I've always been charmed by motorcycle adventures, but initially I couldn't really acknowledge it. As a kid, I was too busy hanging out with my friends to be able to focus on my dreams. However, I remember clearly the exact moment when the motorbike entered my life! 

It was a Thursday afternoon. An acquaintance asked me if I wanted to go to a motorcycle show with him the following day. I liked the idea. It was a good opportunity to get to know him better and a change in my everyday routine. The next morning, after quite an odyssey because of delays and missed busses, we finally stood at the entry of the show. It was probably the first time I had ever gone to an event by myself, without it being organized by the school. I remember an incredible crowd of people at the Harley Davidson stand - long haired guys holding their beers… and I still remember the sport bikes stands full of colorful motorcycles displaying aggressive lines and beast-like engines hidden behind the fairings. That was it! The "mania for motorcycles" had struck me too and, in fact, that same night I dreamed of racing on a sparkling yellow motorcycle. Shortly after, I bought a fourth-hand motorbike, my very first bike, and ever since - I still don't know how - all my interests and savings have been channeled into the two wheels. 

For a few years, I had been riding only sport bikes, until a motorcycle accident changed my life forever. After spending a long time in a hospital bed and having lost my left leg, I realized that, in spite of everything, my passion had saved my life. It was giving me the right motivation to build a new life. “How come?,” you may wonder. You see, bike trips put you in touch with the world and give you a strong sensation of freedom. The road, the heat, the cold, the rain... you experience all that  first hand. And these things get inside you and create an experience that I’d call genuine. When you're deep down the abyss, the authentic things are the only ones that matter.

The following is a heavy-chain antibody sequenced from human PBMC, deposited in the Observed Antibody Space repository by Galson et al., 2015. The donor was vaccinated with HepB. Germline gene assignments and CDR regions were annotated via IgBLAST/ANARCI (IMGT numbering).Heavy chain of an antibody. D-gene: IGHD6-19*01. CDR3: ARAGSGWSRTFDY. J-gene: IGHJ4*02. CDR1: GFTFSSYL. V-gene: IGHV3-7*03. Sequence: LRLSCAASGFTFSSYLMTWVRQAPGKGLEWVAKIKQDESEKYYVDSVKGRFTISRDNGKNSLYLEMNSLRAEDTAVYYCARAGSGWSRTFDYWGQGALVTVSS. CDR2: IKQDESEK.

That's when I finally realized how much that adventurous side in myself was starting to grow. The displacement of the motorbike or its aesthetics didn’t matter so much any longer. It was time to move to moto-touring and off-roading. In the last two years, following the amputation, I have increasingly met my need for true adventures - ranging from shorter trips to those to the North Cape, Tunisia, and the Philippines - to end up with a solidarity trip during this past nonsensical 2020. I am writing these few lines upon concluding this latest adventure in Africa, put in place to help amputated people in African countries walk again. 

I have come to realize that I was born on the "right side of the world", and this understanding has reversed my priorities. Now, I know that the motorcycles can give much more than what they seem and, if used to convey the right messages, they can be an incredible symbol of solidarity and hope for the future.

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